LOS ANGELES, Calif. – Southern California may be a melting pot, but not everyone lives in a diverse neighborhood. For Justin Kawaguchi, a fifth-generation Japanese-American, the lack of diversity where he grew up had a profound impact on his identity.
He grew up in Thousand Oaks, where he was the only Asian-American kid in his class.
“I did feel like there was something different about me,” he said.
It wasn’t until he started attending summer school at the Senshin Buddhist Temple in Los Angeles that he realized he didn’t look like his friends.
“I would go back to school in elementary school and talk about my summer and I realized my friends in elementary school were really different than my friends throughout the entire summer,” Kawaguchi said.
He says it is an isolating experience surrounded by a lack of diversity.
“I never really saw myself having a community with the same history, especially looking at what happened during World War II,” he said.
Many of Kawaguchi’s family members were placed in internment camps. It wasn’t until he went to college at USC that he truly embraced being Asian-American.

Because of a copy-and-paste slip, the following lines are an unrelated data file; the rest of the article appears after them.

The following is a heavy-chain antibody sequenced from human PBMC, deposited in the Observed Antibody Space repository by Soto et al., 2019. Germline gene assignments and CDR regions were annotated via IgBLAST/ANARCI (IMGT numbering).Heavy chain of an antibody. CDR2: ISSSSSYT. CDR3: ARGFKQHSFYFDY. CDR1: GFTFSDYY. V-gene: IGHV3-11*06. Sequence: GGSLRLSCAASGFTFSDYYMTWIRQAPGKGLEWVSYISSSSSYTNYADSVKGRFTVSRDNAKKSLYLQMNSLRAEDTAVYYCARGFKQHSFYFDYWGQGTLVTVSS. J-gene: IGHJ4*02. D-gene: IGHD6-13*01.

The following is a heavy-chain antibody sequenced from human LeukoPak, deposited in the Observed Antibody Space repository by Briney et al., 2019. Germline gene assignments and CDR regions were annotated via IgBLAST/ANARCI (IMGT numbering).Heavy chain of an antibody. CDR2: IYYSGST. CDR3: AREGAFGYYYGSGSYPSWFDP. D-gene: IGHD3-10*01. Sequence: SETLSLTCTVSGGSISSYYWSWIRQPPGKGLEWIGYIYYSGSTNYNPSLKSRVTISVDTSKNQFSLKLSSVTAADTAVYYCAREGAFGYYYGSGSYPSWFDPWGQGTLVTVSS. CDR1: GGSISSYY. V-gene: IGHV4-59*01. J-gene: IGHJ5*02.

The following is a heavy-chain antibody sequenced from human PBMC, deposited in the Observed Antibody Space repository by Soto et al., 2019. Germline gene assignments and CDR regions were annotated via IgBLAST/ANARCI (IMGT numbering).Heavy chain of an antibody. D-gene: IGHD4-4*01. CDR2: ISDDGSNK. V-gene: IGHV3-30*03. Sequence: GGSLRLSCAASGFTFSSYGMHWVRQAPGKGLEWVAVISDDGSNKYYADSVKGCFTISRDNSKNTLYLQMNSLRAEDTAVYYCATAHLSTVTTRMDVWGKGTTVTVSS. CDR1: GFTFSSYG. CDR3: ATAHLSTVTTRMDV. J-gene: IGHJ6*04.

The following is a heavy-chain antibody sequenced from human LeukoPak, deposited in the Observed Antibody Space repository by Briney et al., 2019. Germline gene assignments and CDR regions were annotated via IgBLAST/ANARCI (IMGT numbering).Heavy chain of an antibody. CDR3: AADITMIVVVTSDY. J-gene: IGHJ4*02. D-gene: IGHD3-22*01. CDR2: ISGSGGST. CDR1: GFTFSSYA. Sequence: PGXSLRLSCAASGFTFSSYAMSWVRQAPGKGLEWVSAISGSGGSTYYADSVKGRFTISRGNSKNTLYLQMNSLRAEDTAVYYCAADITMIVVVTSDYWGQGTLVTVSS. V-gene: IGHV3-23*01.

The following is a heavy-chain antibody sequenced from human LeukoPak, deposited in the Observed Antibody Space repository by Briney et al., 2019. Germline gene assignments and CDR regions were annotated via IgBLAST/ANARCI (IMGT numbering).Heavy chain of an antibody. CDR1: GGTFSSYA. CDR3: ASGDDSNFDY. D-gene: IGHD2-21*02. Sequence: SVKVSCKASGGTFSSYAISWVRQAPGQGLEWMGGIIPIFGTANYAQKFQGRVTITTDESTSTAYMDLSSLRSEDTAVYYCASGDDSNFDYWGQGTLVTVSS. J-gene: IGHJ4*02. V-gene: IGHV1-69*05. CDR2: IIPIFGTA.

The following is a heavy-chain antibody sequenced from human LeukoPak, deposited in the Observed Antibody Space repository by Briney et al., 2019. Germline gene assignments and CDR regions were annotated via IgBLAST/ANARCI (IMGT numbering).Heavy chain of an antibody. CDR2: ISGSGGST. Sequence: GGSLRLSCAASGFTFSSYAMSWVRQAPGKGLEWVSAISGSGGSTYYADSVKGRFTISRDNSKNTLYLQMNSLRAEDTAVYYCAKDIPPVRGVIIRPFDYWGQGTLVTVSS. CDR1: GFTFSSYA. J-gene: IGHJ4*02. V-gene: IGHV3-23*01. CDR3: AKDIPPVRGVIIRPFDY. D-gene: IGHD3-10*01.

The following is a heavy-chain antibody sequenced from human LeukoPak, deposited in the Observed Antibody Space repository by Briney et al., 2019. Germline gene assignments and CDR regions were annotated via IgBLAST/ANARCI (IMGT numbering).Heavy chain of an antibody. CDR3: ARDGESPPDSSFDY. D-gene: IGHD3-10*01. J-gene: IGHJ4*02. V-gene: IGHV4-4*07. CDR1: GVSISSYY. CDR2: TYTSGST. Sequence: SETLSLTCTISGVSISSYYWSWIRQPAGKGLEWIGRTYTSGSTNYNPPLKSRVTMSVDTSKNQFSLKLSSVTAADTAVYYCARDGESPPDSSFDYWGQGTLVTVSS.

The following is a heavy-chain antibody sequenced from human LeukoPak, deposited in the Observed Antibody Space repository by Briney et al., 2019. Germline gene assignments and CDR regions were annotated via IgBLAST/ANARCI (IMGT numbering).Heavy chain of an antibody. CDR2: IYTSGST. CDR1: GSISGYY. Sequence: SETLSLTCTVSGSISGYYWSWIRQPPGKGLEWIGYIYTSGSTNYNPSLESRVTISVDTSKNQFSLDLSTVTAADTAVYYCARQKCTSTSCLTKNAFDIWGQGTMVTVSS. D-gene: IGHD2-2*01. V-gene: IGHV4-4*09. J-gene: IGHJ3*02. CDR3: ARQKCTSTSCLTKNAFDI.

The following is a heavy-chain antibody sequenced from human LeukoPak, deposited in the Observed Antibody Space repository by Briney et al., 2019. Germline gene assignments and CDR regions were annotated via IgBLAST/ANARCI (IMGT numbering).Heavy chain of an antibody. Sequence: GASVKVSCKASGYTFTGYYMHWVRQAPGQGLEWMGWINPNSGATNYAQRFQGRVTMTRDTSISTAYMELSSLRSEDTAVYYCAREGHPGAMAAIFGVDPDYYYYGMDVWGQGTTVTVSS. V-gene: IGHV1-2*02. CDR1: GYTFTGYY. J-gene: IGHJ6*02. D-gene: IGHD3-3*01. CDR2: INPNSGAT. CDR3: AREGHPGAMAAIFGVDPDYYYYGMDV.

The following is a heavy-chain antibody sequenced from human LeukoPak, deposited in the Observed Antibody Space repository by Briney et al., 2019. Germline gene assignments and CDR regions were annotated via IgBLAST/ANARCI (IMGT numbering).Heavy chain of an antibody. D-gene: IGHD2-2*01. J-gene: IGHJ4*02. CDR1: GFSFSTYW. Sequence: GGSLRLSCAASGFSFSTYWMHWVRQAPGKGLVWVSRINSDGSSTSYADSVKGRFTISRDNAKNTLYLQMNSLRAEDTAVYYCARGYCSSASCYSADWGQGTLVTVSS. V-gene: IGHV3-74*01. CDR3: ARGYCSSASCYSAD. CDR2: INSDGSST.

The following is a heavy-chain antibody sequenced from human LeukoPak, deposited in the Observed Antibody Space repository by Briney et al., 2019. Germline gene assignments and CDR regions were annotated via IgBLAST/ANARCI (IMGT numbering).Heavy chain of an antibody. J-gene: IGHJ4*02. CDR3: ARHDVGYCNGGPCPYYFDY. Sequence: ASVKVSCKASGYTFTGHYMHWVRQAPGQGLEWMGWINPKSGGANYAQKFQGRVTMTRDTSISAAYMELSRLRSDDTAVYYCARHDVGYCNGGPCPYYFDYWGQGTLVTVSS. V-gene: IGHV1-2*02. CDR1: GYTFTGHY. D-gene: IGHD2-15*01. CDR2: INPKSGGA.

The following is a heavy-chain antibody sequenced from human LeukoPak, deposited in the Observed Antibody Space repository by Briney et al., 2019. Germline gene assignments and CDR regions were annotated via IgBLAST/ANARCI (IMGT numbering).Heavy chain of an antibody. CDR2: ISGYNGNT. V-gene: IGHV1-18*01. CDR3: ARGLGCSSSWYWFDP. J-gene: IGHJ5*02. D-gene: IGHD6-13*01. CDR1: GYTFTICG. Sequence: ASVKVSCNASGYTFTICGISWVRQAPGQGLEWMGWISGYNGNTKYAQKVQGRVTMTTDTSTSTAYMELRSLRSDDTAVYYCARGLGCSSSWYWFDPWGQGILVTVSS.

“It was being involved in the Asian-American community here at USC,” he said. “It was finding friends who shared those values. I think all these different separate events together formed my pride in being Asian-American.”
That also meant spending time educating others about the rich history of Japanese Americans, which he does as a volunteer at the Japanese American National Museum. He has also found himself confronting anti-Black racist comments within the Asian-American community.
“Many times, older generations – grandparents or aunts and uncles – can say offhand comments, like, oh, Black people do this or Black people do ‘xyz’. For them, that’s just what they grew up with, the rhetoric,” he said.
He believes it’s up to young people to dismantle anti-Blackness within their own families.
“Coming from a place of compassion and empathy, saying, ‘I know you think this way and I understand that’ and then addressing the topic with respect to change their mind gradually is what has to be done,” said Kawaguchi.
Advocating for social change and informing youth is part of his work as a National Youth Student Council Youth Representative for the Japanese American Citizens League, a national civil rights organization.
“I think that having that experience of knowing what it feels like to be different has allowed me to be more empathetic and connect with other communities and support them,” said Kawaguchi. “Because, if I didn’t have that experience growing up, I wouldn’t be the advocate that I am today.”
Kawaguchi says he would not change a thing and he is proud to be Asian-American.